The same logic applies when measuring radio signals, with a fewother bells and whistles to make it work. The output of thissystem is delivered as a data packet containing the mobiletelephone number, its latitude and longitude, a time stamp and aconfidence level (degree of accuracy).

Since we all know that a tandem looks for an ESNand 9-1-1 call takers look for a street address, we applied theinterpretation skill of SCC’s SR/ALI box. It speaks 9-1-1. TheSR/ALI application takes the latitude/longitude information andplots boundaries, as well, so when the lat/long is plotted, anESN is obtained and fed to a data record that is created “onthe fly.” When the tandem comes calling with a telephonenumber, the SR/ALI shoves an ESN onto the front porch, and amarriage is born.

NORTEL’s Derek Prada provided facilitation,software mods, and our project manager, Chris Ouellette. Thecalls were delivered to one of our three test PSAPs. The PSAP CPEused was again VISIT ENR®. The first PSAP was connecteddigitally to the tandem via Primary Rate Interface (PRI). Theother two were via the conventional CAMA PSAP trunks. PSAP onecould get all ten digits of the caller’s telephone number, evenif they were a roamer! The other two only received the normaleight digit but could retrieve the correct data via the ALIlookup. The VISIT ENR® application can tell the difference andquery the normal ALI data base for wireline calls, or query theSR/ALI data base for the wireless calls. Wireless ALI data camein the conventional format but also contained lat/long and otherinformation. The ENR workstations were integrated with MapInfomapping software. VISIT ENR® was able to call up the appropriatemap and display the caller’s location. Additionally, a circle ofconfidence was automatically drawn around it to depict the levelof confidence, or accuracy of each test call generated. A pictureis truly worth a thousand words and thanks to Rick Maw of CombixCorp., the plotting and display routine occurred in just a coupleof seconds. It should be noted that if one has an accurate streetcenterline file available, lat/long generated by the LDT can betranslated into a street style address, alleviating the need fordesktop mapping installation. ALI could be delivered in thestandard textual form.

GTE Telops provided the services of GTE Labs tolend objective and academic validation of our project and conductstatistical analysis. Remember, no project is really valid untilsome smart person says so.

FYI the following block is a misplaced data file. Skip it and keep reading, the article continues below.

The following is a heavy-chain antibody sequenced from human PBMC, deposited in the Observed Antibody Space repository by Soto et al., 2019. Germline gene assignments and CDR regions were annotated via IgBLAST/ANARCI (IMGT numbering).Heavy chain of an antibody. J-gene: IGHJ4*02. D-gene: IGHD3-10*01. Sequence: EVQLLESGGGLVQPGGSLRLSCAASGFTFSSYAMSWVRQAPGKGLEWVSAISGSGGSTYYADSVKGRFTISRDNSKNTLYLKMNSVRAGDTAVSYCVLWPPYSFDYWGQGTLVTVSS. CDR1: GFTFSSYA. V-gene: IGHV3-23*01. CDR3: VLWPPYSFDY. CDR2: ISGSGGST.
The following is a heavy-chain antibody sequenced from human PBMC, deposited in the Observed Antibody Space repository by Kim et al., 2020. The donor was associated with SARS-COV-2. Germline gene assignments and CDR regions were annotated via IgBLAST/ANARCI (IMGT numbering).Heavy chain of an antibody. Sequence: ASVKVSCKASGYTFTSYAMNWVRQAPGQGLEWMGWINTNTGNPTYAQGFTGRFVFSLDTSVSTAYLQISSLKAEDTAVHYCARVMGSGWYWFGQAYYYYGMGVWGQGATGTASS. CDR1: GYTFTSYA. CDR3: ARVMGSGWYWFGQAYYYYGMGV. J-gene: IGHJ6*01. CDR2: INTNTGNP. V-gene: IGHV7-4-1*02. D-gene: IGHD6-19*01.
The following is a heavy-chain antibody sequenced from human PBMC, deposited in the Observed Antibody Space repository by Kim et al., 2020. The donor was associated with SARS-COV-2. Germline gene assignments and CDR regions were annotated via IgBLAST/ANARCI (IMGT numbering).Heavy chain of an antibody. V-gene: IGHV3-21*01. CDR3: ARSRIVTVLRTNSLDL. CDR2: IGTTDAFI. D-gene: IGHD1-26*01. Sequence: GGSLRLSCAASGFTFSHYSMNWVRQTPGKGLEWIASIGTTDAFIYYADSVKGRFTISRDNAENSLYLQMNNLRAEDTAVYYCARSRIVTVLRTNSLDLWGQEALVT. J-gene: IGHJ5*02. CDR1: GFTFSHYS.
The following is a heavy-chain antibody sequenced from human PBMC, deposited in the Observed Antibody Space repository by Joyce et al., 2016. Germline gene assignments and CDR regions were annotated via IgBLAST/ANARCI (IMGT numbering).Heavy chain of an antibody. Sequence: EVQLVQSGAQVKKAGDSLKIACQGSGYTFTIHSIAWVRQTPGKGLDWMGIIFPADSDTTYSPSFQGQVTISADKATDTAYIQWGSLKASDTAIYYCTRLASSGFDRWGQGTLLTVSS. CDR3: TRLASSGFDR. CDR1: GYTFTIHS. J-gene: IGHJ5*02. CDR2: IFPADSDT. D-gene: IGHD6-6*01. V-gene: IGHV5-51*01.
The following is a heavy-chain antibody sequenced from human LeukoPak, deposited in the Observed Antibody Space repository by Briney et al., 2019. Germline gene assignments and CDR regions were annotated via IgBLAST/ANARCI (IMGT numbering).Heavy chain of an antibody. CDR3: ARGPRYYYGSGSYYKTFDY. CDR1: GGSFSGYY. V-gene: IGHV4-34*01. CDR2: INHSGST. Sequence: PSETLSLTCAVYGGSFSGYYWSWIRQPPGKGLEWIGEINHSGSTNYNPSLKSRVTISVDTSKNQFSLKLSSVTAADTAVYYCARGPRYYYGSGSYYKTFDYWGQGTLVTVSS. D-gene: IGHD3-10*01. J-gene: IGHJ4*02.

The project demonstrated that technology is not abarrier for real solutions to the wireless 9-1-1 issue. Wedemonstrated over a two-week period to professionals from theareas of public safety and government, and both wireline andwireless telecommunications. Team work, in the true sense of theword, is the real answer. Don’t tell us it can’t be done, we justdid it! Although there are other ways to slay this dragon, webelieve that good old fashioned American ingenuity will alwaysprevail. Leave your embedded mindset and your politics at thedoor and get busy. It’s time ask for the order. Call yourwireless carrier and do lunch. It will be the best Big Macinvestment you’ll make for a long time.

And, by the way, extensive documentation willsoon be available for distribution on the technical aspects ofthe Texas WIP project, including some discussion of othersuccessful trials accomplished by Clark County, Washington, andthe New Jersey State Police. If you desire a copy of thisdocumentation, call our project manager, Chris Ouellette at905-863-2195. Don’t call Chris until April, though; that’s whenthe document will be ready. And by all means, don’t call mebecause I’ll be at Charter Hospital in their Wireless RecoveryProgram. Now put this down and get to work!

John R. Melcher is Director of Information Systems in theGreater Harris County 9-1-1 Emergency Network. The Network is thelargest 9-1-1 system in Texas and the third largest in the UnitedStates, serving two counties, 47 PSAPs, 900 telecommunicators,and approximately 156 responding agencies including police, fireand EMS for 3 million citizens.